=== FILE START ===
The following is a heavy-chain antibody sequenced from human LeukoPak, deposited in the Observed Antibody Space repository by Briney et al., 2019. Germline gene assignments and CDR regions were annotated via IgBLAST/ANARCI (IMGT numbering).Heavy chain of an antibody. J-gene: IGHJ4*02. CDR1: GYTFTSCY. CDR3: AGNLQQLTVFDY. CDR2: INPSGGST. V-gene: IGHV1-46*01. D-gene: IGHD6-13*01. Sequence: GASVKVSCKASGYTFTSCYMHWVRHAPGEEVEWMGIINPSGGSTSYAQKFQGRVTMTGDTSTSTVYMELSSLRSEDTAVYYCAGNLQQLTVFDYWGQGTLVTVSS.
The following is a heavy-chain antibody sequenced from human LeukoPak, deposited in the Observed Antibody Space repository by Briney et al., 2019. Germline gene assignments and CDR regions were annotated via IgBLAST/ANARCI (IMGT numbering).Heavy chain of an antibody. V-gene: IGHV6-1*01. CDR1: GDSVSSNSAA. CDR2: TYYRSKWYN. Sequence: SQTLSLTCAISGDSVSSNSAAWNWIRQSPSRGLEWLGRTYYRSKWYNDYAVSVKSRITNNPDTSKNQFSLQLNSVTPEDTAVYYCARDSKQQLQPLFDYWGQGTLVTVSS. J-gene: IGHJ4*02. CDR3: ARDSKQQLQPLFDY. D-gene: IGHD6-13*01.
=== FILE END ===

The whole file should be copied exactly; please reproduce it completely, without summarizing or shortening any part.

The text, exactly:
The following is a heavy-chain antibody sequenced from human LeukoPak, deposited in the Observed Antibody Space repository by Briney et al., 2019. Germline gene assignments and CDR regions were annotated via IgBLAST/ANARCI (IMGT numbering).Heavy chain of an antibody. J-gene: IGHJ4*02. CDR1: GYTFTSCY. CDR3: AGNLQQLTVFDY. CDR2: INPSGGST. V-gene: IGHV1-46*01. D-gene: IGHD6-13*01. Sequence: GASVKVSCKASGYTFTSCYMHWVRHAPGEEVEWMGIINPSGGSTSYAQKFQGRVTMTGDTSTSTVYMELSSLRSEDTAVYYCAGNLQQLTVFDYWGQGTLVTVSS.
The following is a heavy-chain antibody sequenced from human LeukoPak, deposited in the Observed Antibody Space repository by Briney et al., 2019. Germline gene assignments and CDR regions were annotated via IgBLAST/ANARCI (IMGT numbering).Heavy chain of an antibody. V-gene: IGHV6-1*01. CDR1: GDSVSSNSAA. CDR2: TYYRSKWYN. Sequence: SQTLSLTCAISGDSVSSNSAAWNWIRQSPSRGLEWLGRTYYRSKWYNDYAVSVKSRITNNPDTSKNQFSLQLNSVTPEDTAVYYCARDSKQQLQPLFDYWGQGTLVTVSS. J-gene: IGHJ4*02. CDR3: ARDSKQQLQPLFDY. D-gene: IGHD6-13*01.